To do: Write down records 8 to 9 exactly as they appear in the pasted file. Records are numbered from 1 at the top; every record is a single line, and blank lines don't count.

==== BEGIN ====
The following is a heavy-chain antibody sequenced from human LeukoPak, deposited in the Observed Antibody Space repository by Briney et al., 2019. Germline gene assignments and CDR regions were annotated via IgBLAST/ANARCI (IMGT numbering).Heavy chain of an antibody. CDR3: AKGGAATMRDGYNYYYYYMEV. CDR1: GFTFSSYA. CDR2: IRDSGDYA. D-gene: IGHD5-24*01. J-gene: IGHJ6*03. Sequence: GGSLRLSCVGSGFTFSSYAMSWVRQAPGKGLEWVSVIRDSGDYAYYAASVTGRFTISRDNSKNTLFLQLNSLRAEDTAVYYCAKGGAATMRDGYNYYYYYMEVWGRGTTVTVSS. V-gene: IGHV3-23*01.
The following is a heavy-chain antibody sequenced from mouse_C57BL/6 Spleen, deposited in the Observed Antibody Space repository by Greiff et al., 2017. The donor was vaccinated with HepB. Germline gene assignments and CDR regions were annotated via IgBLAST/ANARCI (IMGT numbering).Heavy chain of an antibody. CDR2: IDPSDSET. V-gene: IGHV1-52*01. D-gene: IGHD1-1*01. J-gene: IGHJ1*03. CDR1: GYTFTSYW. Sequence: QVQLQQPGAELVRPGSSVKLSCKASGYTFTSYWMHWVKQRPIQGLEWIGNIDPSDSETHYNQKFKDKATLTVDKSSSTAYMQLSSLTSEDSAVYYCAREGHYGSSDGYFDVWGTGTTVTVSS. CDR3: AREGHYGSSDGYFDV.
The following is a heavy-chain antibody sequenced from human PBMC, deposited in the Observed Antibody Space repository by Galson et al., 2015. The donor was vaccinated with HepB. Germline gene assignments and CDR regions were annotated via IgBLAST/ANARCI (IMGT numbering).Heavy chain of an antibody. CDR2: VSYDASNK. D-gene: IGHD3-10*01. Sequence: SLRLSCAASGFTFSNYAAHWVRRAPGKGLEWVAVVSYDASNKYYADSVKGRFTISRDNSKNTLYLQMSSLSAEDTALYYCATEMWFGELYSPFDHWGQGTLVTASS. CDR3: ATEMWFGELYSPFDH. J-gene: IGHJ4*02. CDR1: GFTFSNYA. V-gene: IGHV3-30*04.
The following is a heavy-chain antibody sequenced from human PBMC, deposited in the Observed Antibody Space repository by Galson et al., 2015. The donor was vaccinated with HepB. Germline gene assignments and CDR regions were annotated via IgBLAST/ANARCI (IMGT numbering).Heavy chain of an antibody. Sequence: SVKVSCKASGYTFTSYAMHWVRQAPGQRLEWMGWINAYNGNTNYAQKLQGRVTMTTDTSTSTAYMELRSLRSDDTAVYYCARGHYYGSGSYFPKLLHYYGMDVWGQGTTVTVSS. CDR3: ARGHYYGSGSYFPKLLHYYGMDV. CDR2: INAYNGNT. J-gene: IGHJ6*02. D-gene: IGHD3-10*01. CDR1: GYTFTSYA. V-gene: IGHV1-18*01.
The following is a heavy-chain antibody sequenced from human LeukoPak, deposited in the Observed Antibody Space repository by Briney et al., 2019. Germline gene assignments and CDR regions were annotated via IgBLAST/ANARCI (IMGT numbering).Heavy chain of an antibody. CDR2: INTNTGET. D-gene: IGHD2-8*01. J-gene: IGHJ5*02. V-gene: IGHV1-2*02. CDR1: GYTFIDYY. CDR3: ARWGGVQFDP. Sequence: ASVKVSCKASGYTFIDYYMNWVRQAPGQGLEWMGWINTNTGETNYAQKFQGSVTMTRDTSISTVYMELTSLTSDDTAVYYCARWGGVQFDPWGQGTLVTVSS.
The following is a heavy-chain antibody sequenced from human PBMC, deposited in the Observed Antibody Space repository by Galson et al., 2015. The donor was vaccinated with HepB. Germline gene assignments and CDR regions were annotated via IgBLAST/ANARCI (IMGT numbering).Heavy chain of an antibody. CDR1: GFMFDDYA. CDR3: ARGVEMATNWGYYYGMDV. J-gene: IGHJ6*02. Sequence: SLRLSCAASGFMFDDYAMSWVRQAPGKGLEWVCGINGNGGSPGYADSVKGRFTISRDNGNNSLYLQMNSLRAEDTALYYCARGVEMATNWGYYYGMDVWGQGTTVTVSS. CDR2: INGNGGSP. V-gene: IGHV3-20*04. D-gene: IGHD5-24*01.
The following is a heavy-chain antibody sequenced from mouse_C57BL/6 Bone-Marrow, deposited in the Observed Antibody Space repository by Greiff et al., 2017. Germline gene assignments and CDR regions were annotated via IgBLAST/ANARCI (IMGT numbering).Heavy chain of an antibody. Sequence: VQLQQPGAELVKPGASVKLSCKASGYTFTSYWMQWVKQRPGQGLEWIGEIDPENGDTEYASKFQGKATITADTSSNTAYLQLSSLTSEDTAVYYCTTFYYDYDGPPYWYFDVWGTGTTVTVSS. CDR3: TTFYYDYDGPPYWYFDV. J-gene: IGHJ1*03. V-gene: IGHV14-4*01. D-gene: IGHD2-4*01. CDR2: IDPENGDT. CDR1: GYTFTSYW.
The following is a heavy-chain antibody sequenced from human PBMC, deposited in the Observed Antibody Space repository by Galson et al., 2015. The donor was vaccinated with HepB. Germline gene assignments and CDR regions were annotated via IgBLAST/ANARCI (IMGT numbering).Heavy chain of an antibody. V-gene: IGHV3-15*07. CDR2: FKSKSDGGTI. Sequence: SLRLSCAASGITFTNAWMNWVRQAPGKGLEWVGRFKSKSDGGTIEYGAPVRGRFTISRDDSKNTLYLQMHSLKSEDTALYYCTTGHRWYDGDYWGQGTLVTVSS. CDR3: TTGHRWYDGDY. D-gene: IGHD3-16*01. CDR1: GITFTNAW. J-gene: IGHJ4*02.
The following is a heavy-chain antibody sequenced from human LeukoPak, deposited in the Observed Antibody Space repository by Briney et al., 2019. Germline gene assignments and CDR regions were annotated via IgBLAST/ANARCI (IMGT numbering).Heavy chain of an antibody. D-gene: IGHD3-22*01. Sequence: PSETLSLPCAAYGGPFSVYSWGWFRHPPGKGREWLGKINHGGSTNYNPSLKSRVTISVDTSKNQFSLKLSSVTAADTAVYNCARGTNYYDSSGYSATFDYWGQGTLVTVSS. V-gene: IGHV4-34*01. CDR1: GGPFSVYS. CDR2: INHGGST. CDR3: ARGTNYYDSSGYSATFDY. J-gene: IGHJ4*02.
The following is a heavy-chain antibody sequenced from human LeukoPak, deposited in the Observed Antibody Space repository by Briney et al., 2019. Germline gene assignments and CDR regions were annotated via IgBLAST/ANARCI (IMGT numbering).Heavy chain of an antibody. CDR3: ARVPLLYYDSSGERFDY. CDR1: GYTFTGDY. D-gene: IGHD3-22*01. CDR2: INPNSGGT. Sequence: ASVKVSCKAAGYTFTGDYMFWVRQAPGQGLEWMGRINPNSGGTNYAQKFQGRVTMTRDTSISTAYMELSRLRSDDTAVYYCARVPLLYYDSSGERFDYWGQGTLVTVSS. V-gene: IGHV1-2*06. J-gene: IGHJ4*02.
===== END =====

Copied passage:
The following is a heavy-chain antibody sequenced from human PBMC, deposited in the Observed Antibody Space repository by Galson et al., 2015. The donor was vaccinated with HepB. Germline gene assignments and CDR regions were annotated via IgBLAST/ANARCI (IMGT numbering).Heavy chain of an antibody. V-gene: IGHV3-15*07. CDR2: FKSKSDGGTI. Sequence: SLRLSCAASGITFTNAWMNWVRQAPGKGLEWVGRFKSKSDGGTIEYGAPVRGRFTISRDDSKNTLYLQMHSLKSEDTALYYCTTGHRWYDGDYWGQGTLVTVSS. CDR3: TTGHRWYDGDY. D-gene: IGHD3-16*01. CDR1: GITFTNAW. J-gene: IGHJ4*02.
The following is a heavy-chain antibody sequenced from human LeukoPak, deposited in the Observed Antibody Space repository by Briney et al., 2019. Germline gene assignments and CDR regions were annotated via IgBLAST/ANARCI (IMGT numbering).Heavy chain of an antibody. D-gene: IGHD3-22*01. Sequence: PSETLSLPCAAYGGPFSVYSWGWFRHPPGKGREWLGKINHGGSTNYNPSLKSRVTISVDTSKNQFSLKLSSVTAADTAVYNCARGTNYYDSSGYSATFDYWGQGTLVTVSS. V-gene: IGHV4-34*01. CDR1: GGPFSVYS. CDR2: INHGGST. CDR3: ARGTNYYDSSGYSATFDY. J-gene: IGHJ4*02.